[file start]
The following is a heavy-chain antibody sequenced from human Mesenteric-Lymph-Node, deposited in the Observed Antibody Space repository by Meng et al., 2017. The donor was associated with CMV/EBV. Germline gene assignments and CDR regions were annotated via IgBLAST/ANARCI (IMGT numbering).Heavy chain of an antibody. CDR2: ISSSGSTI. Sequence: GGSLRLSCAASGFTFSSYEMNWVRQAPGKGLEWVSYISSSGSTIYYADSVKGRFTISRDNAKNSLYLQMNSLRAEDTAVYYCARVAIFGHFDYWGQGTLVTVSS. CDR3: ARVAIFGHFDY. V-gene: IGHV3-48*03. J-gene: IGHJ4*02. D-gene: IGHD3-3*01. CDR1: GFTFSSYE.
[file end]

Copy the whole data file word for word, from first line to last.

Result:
The following is a heavy-chain antibody sequenced from human Mesenteric-Lymph-Node, deposited in the Observed Antibody Space repository by Meng et al., 2017. The donor was associated with CMV/EBV. Germline gene assignments and CDR regions were annotated via IgBLAST/ANARCI (IMGT numbering).Heavy chain of an antibody. CDR2: ISSSGSTI. Sequence: GGSLRLSCAASGFTFSSYEMNWVRQAPGKGLEWVSYISSSGSTIYYADSVKGRFTISRDNAKNSLYLQMNSLRAEDTAVYYCARVAIFGHFDYWGQGTLVTVSS. CDR3: ARVAIFGHFDY. V-gene: IGHV3-48*03. J-gene: IGHJ4*02. D-gene: IGHD3-3*01. CDR1: GFTFSSYE.